Journal of Pediatric Psychology 04/2006; 31(2):200-8. · 2.91 Impact Factor
  • Robert H. Bradley, Robert F. Corwyn
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    ABSTRACT: This review examines cultural and socioeconomic variations in parenting as represented by the original and adapted versions of the HOME Inventory. There was specific focus on three aspects of the family environment where cultural models of parenting and access to resources are thought to be operative and for which there is evidence of impact on child well-being: parental responsiveness, discipline practices, and exposure to stimulating materials and experiences. Findings revealed meaningful impacts of culture and SES in all three areas. Not only did mean differences emerge across countries but different alliances between indicators, presumably representing the same parenting construct, also emerged. The review also revealed a tendency for researchers to modify the HOME consistent with local beliefs and practices concerning what children need, what families need, and the role of parents in fostering particular aspects of development. Despite differences in cultural models of parenting around the world, the studies showed rather consistent relations between exposure to stimulation and parental responsiveness and children's adaptive functioning. Associations with physical punishment were somewhat less clear.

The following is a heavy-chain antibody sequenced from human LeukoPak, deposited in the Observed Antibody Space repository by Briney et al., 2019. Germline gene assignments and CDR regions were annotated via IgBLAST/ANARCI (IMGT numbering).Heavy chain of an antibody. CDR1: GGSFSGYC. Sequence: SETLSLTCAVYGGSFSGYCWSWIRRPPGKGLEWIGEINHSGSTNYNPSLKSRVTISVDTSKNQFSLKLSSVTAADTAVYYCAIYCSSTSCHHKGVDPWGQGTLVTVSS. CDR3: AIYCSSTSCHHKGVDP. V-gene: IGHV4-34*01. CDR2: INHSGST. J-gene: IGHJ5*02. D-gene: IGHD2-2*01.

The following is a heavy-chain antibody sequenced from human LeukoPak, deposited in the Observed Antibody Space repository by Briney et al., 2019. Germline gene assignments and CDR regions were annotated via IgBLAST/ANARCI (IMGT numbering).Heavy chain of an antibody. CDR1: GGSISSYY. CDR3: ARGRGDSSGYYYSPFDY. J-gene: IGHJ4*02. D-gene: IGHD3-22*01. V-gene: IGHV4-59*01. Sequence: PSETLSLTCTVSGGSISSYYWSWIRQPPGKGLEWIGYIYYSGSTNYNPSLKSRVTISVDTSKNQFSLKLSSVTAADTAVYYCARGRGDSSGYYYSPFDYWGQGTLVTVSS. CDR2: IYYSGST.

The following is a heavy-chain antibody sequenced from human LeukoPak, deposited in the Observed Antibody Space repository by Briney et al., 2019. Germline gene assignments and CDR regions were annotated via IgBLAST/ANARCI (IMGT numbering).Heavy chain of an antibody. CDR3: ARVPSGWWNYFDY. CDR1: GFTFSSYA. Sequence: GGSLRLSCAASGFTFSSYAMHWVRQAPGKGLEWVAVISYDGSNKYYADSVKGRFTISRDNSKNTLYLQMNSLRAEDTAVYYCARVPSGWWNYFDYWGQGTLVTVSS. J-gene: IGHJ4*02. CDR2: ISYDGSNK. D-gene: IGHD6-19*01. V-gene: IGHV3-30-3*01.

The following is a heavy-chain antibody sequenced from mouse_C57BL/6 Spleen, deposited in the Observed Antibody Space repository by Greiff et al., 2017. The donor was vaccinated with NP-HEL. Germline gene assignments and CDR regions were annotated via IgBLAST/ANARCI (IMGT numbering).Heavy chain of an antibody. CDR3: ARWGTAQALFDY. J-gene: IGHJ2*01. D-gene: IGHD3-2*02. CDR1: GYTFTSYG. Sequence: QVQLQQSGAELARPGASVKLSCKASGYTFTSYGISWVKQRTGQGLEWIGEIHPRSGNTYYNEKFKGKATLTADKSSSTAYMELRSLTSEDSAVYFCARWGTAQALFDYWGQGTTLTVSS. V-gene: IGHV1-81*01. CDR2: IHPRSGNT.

International Journal of Behavioral Development 11/2005; 29(6):468-478. · 1.58 Impact Factor

Publication Stats

2k Citations
130.53 Total Impact Points

Institutions

  • 1996–2014
    • University of Arkansas at Little Rock
      • • Department of Psychology
      • • Center for Applied Studies in Education
      • • School of Social Work
      • • College of Education
      Little Rock, Arkansas, United States
  • 2013
    • Concordia University–Ann Arbor
      Ann Arbor, Michigan, United States
  • 2012
    • Arizona State University
      • Family and Human Dynamics Research Institute
      Tempe, AZ, United States
  • 2007–2012
    • University of Michigan
      • • Department of Pediatrics and Communicable Diseases
      • • Division of General Pediatrics
      • • Division of Pediatric Endocrinology, Diabetes, and Metabolism
      • • Department of Emergency Medicine
      Ann Arbor, Michigan, United States
  • 2009–2010
    • Alpert Medical School - Brown University
      • Department of Pediatrics
      Providence, RI, United States
  • 1999
    • University of Arkansas
      Fayetteville, Arkansas, United States